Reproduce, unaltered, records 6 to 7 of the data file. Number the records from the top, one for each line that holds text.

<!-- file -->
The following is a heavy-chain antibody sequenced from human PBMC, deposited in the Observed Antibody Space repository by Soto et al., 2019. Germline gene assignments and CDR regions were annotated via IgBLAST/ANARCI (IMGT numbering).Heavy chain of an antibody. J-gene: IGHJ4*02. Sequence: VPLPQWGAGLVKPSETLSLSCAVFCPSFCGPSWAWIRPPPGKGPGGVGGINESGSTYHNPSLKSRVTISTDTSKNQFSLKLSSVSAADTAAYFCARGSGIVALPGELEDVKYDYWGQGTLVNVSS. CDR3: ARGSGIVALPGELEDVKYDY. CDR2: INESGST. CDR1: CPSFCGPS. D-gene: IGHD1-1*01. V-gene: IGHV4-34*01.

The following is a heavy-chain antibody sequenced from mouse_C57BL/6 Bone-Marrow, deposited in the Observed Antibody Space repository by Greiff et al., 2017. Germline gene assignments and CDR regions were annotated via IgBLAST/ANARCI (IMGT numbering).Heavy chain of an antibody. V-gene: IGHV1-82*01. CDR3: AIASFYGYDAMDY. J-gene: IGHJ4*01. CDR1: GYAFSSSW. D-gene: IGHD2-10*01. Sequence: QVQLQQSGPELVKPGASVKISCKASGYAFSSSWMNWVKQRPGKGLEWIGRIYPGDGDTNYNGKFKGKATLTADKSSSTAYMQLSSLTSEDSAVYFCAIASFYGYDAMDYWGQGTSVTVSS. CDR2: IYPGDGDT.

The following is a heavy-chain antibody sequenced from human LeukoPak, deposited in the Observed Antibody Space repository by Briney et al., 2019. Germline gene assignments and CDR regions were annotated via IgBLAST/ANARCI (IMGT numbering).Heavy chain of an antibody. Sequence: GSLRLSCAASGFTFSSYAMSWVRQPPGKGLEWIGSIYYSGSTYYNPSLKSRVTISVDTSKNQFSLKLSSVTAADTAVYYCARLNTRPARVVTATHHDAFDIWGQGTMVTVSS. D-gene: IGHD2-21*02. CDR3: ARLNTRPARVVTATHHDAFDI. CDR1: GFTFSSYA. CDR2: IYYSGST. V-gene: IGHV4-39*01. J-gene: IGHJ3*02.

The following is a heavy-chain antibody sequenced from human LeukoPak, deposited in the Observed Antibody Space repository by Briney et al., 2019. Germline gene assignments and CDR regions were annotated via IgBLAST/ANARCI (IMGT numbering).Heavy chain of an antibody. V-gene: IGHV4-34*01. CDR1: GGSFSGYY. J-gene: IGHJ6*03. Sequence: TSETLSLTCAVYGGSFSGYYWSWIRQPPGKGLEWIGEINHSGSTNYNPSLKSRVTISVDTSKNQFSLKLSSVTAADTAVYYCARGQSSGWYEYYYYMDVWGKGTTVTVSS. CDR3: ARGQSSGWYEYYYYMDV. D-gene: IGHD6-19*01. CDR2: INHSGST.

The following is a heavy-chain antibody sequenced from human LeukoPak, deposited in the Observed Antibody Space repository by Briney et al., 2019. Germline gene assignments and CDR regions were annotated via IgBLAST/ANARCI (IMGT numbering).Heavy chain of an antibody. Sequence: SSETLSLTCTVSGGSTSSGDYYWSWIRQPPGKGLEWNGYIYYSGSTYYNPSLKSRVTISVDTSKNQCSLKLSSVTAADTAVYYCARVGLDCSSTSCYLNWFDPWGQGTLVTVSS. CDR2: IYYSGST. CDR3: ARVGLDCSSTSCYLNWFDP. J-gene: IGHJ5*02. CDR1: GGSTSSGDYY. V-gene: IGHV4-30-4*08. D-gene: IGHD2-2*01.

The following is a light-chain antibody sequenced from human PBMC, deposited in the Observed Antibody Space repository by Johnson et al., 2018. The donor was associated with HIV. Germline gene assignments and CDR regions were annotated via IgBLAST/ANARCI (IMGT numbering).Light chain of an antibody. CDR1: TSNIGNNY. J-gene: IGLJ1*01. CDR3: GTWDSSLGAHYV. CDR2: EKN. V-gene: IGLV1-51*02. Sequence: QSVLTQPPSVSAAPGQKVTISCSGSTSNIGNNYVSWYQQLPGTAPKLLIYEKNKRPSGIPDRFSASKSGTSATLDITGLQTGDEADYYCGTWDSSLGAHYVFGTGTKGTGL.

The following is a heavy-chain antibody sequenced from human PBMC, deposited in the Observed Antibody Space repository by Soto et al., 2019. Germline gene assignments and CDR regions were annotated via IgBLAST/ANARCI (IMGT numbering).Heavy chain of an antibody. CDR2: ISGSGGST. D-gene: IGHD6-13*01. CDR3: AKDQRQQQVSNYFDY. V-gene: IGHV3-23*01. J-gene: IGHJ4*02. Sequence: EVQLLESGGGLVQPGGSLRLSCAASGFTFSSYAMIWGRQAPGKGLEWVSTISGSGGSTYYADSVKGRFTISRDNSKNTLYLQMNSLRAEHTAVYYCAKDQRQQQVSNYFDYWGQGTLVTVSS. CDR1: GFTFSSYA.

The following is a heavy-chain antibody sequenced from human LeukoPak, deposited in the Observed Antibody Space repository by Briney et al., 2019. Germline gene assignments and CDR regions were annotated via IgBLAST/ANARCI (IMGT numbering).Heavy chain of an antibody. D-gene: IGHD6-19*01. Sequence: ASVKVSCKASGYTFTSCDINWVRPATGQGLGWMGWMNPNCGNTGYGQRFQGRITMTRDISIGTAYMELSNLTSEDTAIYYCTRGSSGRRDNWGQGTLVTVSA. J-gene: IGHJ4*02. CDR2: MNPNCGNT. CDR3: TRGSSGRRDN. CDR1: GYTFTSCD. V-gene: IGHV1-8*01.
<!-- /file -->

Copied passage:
The following is a light-chain antibody sequenced from human PBMC, deposited in the Observed Antibody Space repository by Johnson et al., 2018. The donor was associated with HIV. Germline gene assignments and CDR regions were annotated via IgBLAST/ANARCI (IMGT numbering).Light chain of an antibody. CDR1: TSNIGNNY. J-gene: IGLJ1*01. CDR3: GTWDSSLGAHYV. CDR2: EKN. V-gene: IGLV1-51*02. Sequence: QSVLTQPPSVSAAPGQKVTISCSGSTSNIGNNYVSWYQQLPGTAPKLLIYEKNKRPSGIPDRFSASKSGTSATLDITGLQTGDEADYYCGTWDSSLGAHYVFGTGTKGTGL.

The following is a heavy-chain antibody sequenced from human PBMC, deposited in the Observed Antibody Space repository by Soto et al., 2019. Germline gene assignments and CDR regions were annotated via IgBLAST/ANARCI (IMGT numbering).Heavy chain of an antibody. CDR2: ISGSGGST. D-gene: IGHD6-13*01. CDR3: AKDQRQQQVSNYFDY. V-gene: IGHV3-23*01. J-gene: IGHJ4*02. Sequence: EVQLLESGGGLVQPGGSLRLSCAASGFTFSSYAMIWGRQAPGKGLEWVSTISGSGGSTYYADSVKGRFTISRDNSKNTLYLQMNSLRAEHTAVYYCAKDQRQQQVSNYFDYWGQGTLVTVSS. CDR1: GFTFSSYA.